When I worked at AOL many years ago, the company would often conduct surveys to gauge customer satisfaction. You know the type: “Press 1 to leave your feedback after the call.” Very few customers wanted to take these surveys, and some months we would end up with a paltry number of responses. But that didn’t stop some managers from making decisions based on what they believed the data was telling them.
They were falling into a common trap -- the belief that some data is better than none. In fact, some data -- whether it’s the wrong type or too little -- can do more harm than good. The responses these managers based their decisions on were far from statistically significant, and they’d probably have been better off guessing what their customers wanted.
We hear a lot these days about “data literacy,” but few stop to think about what the term really means. At a time when data is viewed as the lifeblood of organizations, it’s critical that businesses help their employees to use data properly. After all, spending on big data and analytics products is expected to eclipse $200 billion by 2020, up from $150 billion last year, according to IDC. To get the most from these investments, companies must educate their employees to use data properly.
So what is data literacy? In the context of a business, it’s the ability for employees to derive meaningful insights from data, and apply those insights in a way that benefits the organization. Most companies have at least a handful of data analysts who mine insights on behalf of the company, but data literacy happens when the majority employees have data at their fingertips.
Achieving data literacy has several components. Tools and technology are part of it, but employees must also learn to think critically about data so they can understand when it’s useful and when it’s not. And perhaps most importantly, data literacy requires a culture in which data is valued by all as a primary vehicle for decision making.
With that said, if you’re looking to build data literacy at your organization, here are four traits you’ll need to be highly successful:
Widespread access to data
Historically, data has been the province of the boardroom and the c-suite. Some departments, notably marketing, have been given wider access to data, but most are still excluded from the club. To build a data-literate organization, employees must have access to data without having to go through an intermediary. If you have to call the IT department just to learn how many new customers you added last month, you’re not a data literate company. Identify the sources of data that will be useful to the broadest number of people, and start to make them available via internal data services.
Leadership by example
Access to data alone won’t ensure people use it. Historically, managers have made decisions based on experience and instinct. Now that the data is available, they need a new mindset to start using it. Leaders must play a big role in making this happen. If an employee gives you their opinion on something, ask them if they have data to back it up. If you present new initiatives to the company, share the data you used to arrive at that strategy, and explain why it’s important.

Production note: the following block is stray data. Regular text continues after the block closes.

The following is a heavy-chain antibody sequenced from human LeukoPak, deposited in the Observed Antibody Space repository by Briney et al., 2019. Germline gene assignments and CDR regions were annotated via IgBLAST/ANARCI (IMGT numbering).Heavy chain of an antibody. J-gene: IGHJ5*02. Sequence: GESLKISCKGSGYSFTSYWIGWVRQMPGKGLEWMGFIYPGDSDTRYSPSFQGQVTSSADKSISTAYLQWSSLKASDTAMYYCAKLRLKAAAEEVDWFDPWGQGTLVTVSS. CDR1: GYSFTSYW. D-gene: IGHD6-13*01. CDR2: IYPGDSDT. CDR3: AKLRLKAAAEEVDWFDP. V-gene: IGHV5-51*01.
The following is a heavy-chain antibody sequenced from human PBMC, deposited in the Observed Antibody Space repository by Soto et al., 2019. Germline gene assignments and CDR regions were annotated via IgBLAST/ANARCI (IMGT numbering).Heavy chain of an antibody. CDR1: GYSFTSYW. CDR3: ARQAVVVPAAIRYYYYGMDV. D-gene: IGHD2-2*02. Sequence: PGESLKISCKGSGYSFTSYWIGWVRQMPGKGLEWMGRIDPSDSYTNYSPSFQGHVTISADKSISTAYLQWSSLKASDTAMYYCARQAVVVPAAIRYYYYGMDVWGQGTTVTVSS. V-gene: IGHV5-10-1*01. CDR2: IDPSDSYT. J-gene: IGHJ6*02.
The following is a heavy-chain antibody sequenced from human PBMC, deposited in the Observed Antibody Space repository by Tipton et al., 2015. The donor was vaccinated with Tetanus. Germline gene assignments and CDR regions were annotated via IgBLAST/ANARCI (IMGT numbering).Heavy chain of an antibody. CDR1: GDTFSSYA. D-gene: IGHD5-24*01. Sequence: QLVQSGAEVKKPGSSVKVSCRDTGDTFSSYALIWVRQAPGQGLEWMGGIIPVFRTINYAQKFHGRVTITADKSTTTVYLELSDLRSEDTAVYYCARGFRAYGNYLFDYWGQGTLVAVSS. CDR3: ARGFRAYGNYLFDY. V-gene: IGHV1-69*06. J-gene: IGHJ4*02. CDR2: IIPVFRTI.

Repetition is helpful for forming habits. The energy giant Chevron was known for starting every meeting with a “safety moment” -- a brief talk that reinforced the importance of safety on the job. Try starting your own company meetings with a “data moment” -- describe an example of how data informed a recent decision, or share data that reveals a change in customer habits. Data literacy is a mindset, and instilling a data-first attitude is half the battle.
A platform for sharing
Once employees have access to data, they need to be able to view it, manipulate it, and share results with colleagues. Many people default to Excel because it’s a familiar tool, but confining data to a desktop application is limiting and leads to inconsistencies. Information gets out of date, and employees get conflicting results even when they’re supposedly looking at the same figures.
Having a common platform for viewing, analyzing and sharing data is helpful. It provides a single source of truth, ensuring everyone has access to the latest information. It’s also much easier to enforce policies around security and governance when data is centrally stored and managed.
Analytics are only as good as the underlying data, and employees must learn to think critically about appropriate use of the information they have. Data can be out of date, incomplete, or insufficient to draw meaningful insights from. If a clothing business is trying to figure out which items to promote at a store in New York, looking at the best sellers in Miami might not help one bit. Unless you identify these shortcomings, acting on the wrong data will lead to bad decisions and wasted resources.
Employees must also think critically about how they interpret results. Confirmation bias, or the tendency to focus on results that support our existing beliefs, is a real danger. So too is drawing conclusions from too little data, as we saw in the AOL example above. There are many pitfalls to watch for with interpreting data (read about seven of them here), and employees will need training to avoid these mistakes.